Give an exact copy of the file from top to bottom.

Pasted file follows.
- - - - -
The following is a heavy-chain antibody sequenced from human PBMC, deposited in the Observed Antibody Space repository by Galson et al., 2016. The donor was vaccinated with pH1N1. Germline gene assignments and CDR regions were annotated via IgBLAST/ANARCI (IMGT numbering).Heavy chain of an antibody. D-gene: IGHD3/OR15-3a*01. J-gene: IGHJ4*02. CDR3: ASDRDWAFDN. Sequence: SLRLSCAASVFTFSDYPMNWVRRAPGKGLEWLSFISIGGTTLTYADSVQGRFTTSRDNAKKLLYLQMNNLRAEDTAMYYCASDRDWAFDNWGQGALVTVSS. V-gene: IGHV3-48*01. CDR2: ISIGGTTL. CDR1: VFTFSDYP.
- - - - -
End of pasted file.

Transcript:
The following is a heavy-chain antibody sequenced from human PBMC, deposited in the Observed Antibody Space repository by Galson et al., 2016. The donor was vaccinated with pH1N1. Germline gene assignments and CDR regions were annotated via IgBLAST/ANARCI (IMGT numbering).Heavy chain of an antibody. D-gene: IGHD3/OR15-3a*01. J-gene: IGHJ4*02. CDR3: ASDRDWAFDN. Sequence: SLRLSCAASVFTFSDYPMNWVRRAPGKGLEWLSFISIGGTTLTYADSVQGRFTTSRDNAKKLLYLQMNNLRAEDTAMYYCASDRDWAFDNWGQGALVTVSS. V-gene: IGHV3-48*01. CDR2: ISIGGTTL. CDR1: VFTFSDYP.